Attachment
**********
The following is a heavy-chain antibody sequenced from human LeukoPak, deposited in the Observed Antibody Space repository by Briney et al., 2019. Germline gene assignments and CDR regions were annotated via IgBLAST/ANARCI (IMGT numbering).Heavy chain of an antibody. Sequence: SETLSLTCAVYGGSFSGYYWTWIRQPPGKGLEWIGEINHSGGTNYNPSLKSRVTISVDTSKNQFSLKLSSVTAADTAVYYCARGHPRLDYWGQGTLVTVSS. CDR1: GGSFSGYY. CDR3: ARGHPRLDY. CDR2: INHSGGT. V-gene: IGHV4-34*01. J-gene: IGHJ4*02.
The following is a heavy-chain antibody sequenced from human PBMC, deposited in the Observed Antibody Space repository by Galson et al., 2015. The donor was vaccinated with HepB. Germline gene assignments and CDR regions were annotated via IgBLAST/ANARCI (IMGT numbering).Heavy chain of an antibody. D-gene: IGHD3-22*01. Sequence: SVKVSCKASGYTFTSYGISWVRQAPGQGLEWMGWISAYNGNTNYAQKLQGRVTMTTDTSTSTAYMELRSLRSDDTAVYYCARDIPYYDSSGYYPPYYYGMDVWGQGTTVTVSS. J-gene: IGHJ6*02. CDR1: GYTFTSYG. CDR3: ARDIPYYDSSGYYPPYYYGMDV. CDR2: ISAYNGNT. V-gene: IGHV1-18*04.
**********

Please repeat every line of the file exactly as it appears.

The following is a heavy-chain antibody sequenced from human LeukoPak, deposited in the Observed Antibody Space repository by Briney et al., 2019. Germline gene assignments and CDR regions were annotated via IgBLAST/ANARCI (IMGT numbering).Heavy chain of an antibody. Sequence: SETLSLTCAVYGGSFSGYYWTWIRQPPGKGLEWIGEINHSGGTNYNPSLKSRVTISVDTSKNQFSLKLSSVTAADTAVYYCARGHPRLDYWGQGTLVTVSS. CDR1: GGSFSGYY. CDR3: ARGHPRLDY. CDR2: INHSGGT. V-gene: IGHV4-34*01. J-gene: IGHJ4*02.
The following is a heavy-chain antibody sequenced from human PBMC, deposited in the Observed Antibody Space repository by Galson et al., 2015. The donor was vaccinated with HepB. Germline gene assignments and CDR regions were annotated via IgBLAST/ANARCI (IMGT numbering).Heavy chain of an antibody. D-gene: IGHD3-22*01. Sequence: SVKVSCKASGYTFTSYGISWVRQAPGQGLEWMGWISAYNGNTNYAQKLQGRVTMTTDTSTSTAYMELRSLRSDDTAVYYCARDIPYYDSSGYYPPYYYGMDVWGQGTTVTVSS. J-gene: IGHJ6*02. CDR1: GYTFTSYG. CDR3: ARDIPYYDSSGYYPPYYYGMDV. CDR2: ISAYNGNT. V-gene: IGHV1-18*04.